The haunting sound was, I discovered, taken from a rare field
recording, since Sacred Harp singers did not perform for an
audience. Singings are community experiences, shared and
participatory. I live an ocean away from the Appalachian mountains;
so it was not something that I was going to be able to pursue,
however enchanting the sound.
In the new digital world, however, community is not restricted
by geography. Members of the folk tradition in the United States
found that, because of the simplicity of the notation, and with
enough visits to the south, they could teach the method not just to
other musicians, but to anyone who was interested in singing.
A CURIO at first, the form began to spread once more, reaching
its cousin tradition in the UK. (The singer Cerys Matthews was the
presenter of a Radio 4 programme about the genre on Monday, which
is still available on BBC iPlayer.) There are now a thriving
British network, and a London Sacred Harp group that meets three
times a month to sing.
One of these sessions is aimed specifically at beginners. Its
website announces: "Although this is sacred music, we welcome all
and practice (and expect) tolerance and respect for all singers,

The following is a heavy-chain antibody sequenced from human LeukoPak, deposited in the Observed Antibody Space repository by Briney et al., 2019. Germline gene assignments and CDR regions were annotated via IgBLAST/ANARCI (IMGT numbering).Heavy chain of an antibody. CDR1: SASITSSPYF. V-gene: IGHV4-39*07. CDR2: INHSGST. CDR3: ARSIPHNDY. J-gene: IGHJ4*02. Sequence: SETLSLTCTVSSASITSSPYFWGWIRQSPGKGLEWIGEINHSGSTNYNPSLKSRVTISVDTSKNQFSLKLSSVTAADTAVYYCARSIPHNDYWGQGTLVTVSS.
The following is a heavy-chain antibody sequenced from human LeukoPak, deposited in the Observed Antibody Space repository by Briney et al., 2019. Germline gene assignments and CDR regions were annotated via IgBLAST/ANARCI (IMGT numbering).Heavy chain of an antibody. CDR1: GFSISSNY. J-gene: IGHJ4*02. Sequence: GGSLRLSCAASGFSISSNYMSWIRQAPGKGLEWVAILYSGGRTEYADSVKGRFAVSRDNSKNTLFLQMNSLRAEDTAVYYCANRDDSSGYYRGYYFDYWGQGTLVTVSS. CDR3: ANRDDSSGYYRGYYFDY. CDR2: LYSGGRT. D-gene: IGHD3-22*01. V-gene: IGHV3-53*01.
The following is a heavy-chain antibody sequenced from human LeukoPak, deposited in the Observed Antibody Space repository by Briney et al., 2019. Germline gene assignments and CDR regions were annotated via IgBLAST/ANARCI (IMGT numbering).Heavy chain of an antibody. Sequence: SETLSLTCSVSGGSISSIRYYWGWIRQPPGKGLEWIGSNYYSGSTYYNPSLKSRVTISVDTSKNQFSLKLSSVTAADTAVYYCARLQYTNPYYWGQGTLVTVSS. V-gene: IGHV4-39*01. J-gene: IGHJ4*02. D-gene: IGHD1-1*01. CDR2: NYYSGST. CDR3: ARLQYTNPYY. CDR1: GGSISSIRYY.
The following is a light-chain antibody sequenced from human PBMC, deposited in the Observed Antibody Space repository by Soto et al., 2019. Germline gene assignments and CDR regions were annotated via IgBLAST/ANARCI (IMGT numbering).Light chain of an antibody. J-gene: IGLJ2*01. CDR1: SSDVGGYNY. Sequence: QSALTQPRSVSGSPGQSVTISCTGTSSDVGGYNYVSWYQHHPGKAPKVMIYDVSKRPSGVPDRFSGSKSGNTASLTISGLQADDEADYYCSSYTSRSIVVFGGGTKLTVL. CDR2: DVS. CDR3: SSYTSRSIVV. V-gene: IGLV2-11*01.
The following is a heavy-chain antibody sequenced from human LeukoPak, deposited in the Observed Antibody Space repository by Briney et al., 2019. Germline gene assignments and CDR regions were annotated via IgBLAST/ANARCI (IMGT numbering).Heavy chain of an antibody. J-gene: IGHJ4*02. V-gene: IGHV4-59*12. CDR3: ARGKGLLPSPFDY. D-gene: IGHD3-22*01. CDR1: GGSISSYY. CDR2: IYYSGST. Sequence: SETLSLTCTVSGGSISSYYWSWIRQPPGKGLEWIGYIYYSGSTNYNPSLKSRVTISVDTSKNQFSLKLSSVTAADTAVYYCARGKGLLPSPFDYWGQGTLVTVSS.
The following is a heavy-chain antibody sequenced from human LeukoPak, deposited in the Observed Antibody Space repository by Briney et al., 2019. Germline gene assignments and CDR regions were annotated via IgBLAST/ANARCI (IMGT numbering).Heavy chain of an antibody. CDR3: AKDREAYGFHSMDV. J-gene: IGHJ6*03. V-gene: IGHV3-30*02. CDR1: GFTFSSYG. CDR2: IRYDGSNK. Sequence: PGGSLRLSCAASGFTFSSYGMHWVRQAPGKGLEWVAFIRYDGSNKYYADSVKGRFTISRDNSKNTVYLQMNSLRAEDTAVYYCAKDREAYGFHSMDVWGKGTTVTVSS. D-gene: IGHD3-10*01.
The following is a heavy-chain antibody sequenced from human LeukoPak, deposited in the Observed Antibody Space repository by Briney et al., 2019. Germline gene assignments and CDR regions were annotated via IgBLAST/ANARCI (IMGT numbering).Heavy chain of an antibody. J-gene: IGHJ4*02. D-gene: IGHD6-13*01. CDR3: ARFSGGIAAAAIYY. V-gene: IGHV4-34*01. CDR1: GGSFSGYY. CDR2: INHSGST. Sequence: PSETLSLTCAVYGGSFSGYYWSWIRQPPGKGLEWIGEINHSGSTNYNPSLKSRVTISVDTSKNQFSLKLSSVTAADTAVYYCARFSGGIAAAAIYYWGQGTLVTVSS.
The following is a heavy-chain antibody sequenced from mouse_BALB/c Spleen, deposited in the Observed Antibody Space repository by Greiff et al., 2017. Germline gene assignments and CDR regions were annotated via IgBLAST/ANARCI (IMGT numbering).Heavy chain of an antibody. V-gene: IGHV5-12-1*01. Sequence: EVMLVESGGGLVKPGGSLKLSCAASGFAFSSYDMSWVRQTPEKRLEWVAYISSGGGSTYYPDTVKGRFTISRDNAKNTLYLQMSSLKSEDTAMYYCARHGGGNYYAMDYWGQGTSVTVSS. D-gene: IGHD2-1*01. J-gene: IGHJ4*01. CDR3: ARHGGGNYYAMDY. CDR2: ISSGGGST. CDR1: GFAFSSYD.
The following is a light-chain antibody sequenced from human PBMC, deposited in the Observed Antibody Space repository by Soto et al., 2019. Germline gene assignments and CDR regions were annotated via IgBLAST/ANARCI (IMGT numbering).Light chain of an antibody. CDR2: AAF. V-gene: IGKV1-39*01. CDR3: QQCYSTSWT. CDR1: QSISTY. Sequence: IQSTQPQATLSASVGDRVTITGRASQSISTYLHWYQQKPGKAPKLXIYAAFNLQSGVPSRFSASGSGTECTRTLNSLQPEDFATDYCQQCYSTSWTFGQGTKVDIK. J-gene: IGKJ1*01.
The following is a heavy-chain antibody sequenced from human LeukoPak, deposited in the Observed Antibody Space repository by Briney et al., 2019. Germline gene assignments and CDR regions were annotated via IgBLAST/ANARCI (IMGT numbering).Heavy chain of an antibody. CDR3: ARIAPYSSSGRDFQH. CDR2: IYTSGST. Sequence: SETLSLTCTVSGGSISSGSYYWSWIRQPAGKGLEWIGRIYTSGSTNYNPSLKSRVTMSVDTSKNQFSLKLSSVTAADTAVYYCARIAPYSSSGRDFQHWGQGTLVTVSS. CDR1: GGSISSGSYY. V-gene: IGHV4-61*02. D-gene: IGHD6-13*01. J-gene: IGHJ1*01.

irrespective of belief or lack thereof, and we never ask anyone
about their religion or politics. Indeed: this is one of the more
diverse and welcoming singing groups you will ever come across."
I'm there in droves.
I don't know where to sit, though. I tentatively perch at the
back of one of four sections of pews that face a hollow square.
Despite the tip-off on the website, I assume that the people
streaming into the church - young hipsters, old hippies, and
everything in between - must be on the way through to some other
event downstairs. But as they begin to take seats, they offer nods
of welcome, and someone suggests that I sit in the section that
faces the altar. It is not like being welcomed on a Sunday morning
- all smiles and no laughing. It's like being made welcome.
My section is for tenors, which I'm told is the best place for a
beginner. To the left of the square sit the basses. Opposite me are
the altos, and, to my right, the trebles. Someone passes me a fat,
oblong book, and there it is in gold type, The Sacred
Harp. As I begin to leaf, bewildered, through a section
entitled "Rudiments of music", a man enters the square, having read
my - and perhaps every beginner's - thoughts. His name is Aldo
Ceresa, and he is visiting from a Sacred Harp group in New York. He
and another American, Michael Walker, who is based in London, will
be our teachers for the evening.
"BEWILDERMENT is normal," Aldo says. "This is a form devised for
people who attended church every Sunday. It will take a while. It
will probably take you six months. But it won't take you as long as
a classical-music education. And you will be able to join in